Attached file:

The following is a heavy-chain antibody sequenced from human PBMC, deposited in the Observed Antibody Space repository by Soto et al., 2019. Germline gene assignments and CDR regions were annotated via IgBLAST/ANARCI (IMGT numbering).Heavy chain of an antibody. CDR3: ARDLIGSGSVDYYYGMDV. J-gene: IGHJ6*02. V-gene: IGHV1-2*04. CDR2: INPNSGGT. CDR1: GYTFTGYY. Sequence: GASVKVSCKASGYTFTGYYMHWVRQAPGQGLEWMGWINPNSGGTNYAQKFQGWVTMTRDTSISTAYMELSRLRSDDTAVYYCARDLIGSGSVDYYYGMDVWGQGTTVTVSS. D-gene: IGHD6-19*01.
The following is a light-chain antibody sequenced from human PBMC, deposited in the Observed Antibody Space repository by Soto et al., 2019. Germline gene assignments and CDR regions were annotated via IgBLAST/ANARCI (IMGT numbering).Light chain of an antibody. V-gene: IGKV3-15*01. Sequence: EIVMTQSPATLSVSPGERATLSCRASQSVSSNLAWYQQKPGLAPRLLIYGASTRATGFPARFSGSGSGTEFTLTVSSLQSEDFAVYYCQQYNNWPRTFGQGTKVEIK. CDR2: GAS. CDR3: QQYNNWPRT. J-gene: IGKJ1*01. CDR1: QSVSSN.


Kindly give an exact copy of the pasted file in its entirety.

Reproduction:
The following is a heavy-chain antibody sequenced from human PBMC, deposited in the Observed Antibody Space repository by Soto et al., 2019. Germline gene assignments and CDR regions were annotated via IgBLAST/ANARCI (IMGT numbering).Heavy chain of an antibody. CDR3: ARDLIGSGSVDYYYGMDV. J-gene: IGHJ6*02. V-gene: IGHV1-2*04. CDR2: INPNSGGT. CDR1: GYTFTGYY. Sequence: GASVKVSCKASGYTFTGYYMHWVRQAPGQGLEWMGWINPNSGGTNYAQKFQGWVTMTRDTSISTAYMELSRLRSDDTAVYYCARDLIGSGSVDYYYGMDVWGQGTTVTVSS. D-gene: IGHD6-19*01.
The following is a light-chain antibody sequenced from human PBMC, deposited in the Observed Antibody Space repository by Soto et al., 2019. Germline gene assignments and CDR regions were annotated via IgBLAST/ANARCI (IMGT numbering).Light chain of an antibody. V-gene: IGKV3-15*01. Sequence: EIVMTQSPATLSVSPGERATLSCRASQSVSSNLAWYQQKPGLAPRLLIYGASTRATGFPARFSGSGSGTEFTLTVSSLQSEDFAVYYCQQYNNWPRTFGQGTKVEIK. CDR2: GAS. CDR3: QQYNNWPRT. J-gene: IGKJ1*01. CDR1: QSVSSN.